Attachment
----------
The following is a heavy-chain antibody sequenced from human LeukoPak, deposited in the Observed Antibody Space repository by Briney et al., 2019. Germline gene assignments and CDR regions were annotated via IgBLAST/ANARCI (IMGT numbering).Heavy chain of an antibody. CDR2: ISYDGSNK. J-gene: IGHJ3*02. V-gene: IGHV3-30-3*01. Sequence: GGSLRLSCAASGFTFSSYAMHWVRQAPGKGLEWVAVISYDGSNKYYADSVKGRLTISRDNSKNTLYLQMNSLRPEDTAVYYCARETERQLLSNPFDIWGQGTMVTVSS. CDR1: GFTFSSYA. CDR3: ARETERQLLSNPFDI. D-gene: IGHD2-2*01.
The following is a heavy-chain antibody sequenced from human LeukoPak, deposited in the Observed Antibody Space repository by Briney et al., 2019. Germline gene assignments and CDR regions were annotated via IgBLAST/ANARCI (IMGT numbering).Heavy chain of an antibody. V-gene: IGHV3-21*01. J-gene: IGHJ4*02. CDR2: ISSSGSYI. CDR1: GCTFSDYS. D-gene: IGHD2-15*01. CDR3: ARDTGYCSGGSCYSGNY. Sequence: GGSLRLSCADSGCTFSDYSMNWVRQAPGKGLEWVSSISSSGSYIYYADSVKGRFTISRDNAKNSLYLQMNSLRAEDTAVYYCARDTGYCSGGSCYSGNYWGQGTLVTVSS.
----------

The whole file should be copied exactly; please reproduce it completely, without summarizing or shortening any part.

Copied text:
The following is a heavy-chain antibody sequenced from human LeukoPak, deposited in the Observed Antibody Space repository by Briney et al., 2019. Germline gene assignments and CDR regions were annotated via IgBLAST/ANARCI (IMGT numbering).Heavy chain of an antibody. CDR2: ISYDGSNK. J-gene: IGHJ3*02. V-gene: IGHV3-30-3*01. Sequence: GGSLRLSCAASGFTFSSYAMHWVRQAPGKGLEWVAVISYDGSNKYYADSVKGRLTISRDNSKNTLYLQMNSLRPEDTAVYYCARETERQLLSNPFDIWGQGTMVTVSS. CDR1: GFTFSSYA. CDR3: ARETERQLLSNPFDI. D-gene: IGHD2-2*01.
The following is a heavy-chain antibody sequenced from human LeukoPak, deposited in the Observed Antibody Space repository by Briney et al., 2019. Germline gene assignments and CDR regions were annotated via IgBLAST/ANARCI (IMGT numbering).Heavy chain of an antibody. V-gene: IGHV3-21*01. J-gene: IGHJ4*02. CDR2: ISSSGSYI. CDR1: GCTFSDYS. D-gene: IGHD2-15*01. CDR3: ARDTGYCSGGSCYSGNY. Sequence: GGSLRLSCADSGCTFSDYSMNWVRQAPGKGLEWVSSISSSGSYIYYADSVKGRFTISRDNAKNSLYLQMNSLRAEDTAVYYCARDTGYCSGGSCYSGNYWGQGTLVTVSS.